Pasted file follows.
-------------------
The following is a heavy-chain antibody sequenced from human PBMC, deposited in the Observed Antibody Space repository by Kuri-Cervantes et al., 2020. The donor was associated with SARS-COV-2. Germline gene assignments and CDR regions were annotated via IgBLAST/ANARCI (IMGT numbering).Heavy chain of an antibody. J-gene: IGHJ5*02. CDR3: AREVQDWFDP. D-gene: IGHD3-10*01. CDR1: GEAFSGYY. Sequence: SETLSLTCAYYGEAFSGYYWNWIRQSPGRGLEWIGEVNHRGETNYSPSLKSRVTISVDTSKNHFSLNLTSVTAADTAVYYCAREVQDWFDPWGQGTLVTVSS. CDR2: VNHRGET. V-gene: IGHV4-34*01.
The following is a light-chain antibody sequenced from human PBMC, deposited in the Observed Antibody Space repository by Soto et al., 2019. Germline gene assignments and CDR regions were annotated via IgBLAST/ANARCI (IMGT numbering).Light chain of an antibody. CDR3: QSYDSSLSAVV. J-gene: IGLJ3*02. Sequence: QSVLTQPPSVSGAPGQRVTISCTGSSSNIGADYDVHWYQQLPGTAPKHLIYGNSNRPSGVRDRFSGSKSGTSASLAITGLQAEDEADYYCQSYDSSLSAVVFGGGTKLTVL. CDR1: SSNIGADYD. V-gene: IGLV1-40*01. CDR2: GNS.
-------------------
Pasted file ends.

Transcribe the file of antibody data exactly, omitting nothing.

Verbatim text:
The following is a heavy-chain antibody sequenced from human PBMC, deposited in the Observed Antibody Space repository by Kuri-Cervantes et al., 2020. The donor was associated with SARS-COV-2. Germline gene assignments and CDR regions were annotated via IgBLAST/ANARCI (IMGT numbering).Heavy chain of an antibody. J-gene: IGHJ5*02. CDR3: AREVQDWFDP. D-gene: IGHD3-10*01. CDR1: GEAFSGYY. Sequence: SETLSLTCAYYGEAFSGYYWNWIRQSPGRGLEWIGEVNHRGETNYSPSLKSRVTISVDTSKNHFSLNLTSVTAADTAVYYCAREVQDWFDPWGQGTLVTVSS. CDR2: VNHRGET. V-gene: IGHV4-34*01.
The following is a light-chain antibody sequenced from human PBMC, deposited in the Observed Antibody Space repository by Soto et al., 2019. Germline gene assignments and CDR regions were annotated via IgBLAST/ANARCI (IMGT numbering).Light chain of an antibody. CDR3: QSYDSSLSAVV. J-gene: IGLJ3*02. Sequence: QSVLTQPPSVSGAPGQRVTISCTGSSSNIGADYDVHWYQQLPGTAPKHLIYGNSNRPSGVRDRFSGSKSGTSASLAITGLQAEDEADYYCQSYDSSLSAVVFGGGTKLTVL. CDR1: SSNIGADYD. V-gene: IGLV1-40*01. CDR2: GNS.